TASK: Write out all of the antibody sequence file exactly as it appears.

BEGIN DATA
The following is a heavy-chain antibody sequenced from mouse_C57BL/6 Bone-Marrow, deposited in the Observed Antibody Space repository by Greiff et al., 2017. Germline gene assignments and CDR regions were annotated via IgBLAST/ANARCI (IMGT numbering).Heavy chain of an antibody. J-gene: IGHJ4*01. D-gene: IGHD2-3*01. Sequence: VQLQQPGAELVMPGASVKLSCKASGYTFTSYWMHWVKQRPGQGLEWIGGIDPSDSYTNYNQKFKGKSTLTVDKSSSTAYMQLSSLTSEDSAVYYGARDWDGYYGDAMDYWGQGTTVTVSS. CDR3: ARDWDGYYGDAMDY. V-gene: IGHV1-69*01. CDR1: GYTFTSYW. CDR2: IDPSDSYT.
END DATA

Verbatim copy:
The following is a heavy-chain antibody sequenced from mouse_C57BL/6 Bone-Marrow, deposited in the Observed Antibody Space repository by Greiff et al., 2017. Germline gene assignments and CDR regions were annotated via IgBLAST/ANARCI (IMGT numbering).Heavy chain of an antibody. J-gene: IGHJ4*01. D-gene: IGHD2-3*01. Sequence: VQLQQPGAELVMPGASVKLSCKASGYTFTSYWMHWVKQRPGQGLEWIGGIDPSDSYTNYNQKFKGKSTLTVDKSSSTAYMQLSSLTSEDSAVYYGARDWDGYYGDAMDYWGQGTTVTVSS. CDR3: ARDWDGYYGDAMDY. V-gene: IGHV1-69*01. CDR1: GYTFTSYW. CDR2: IDPSDSYT.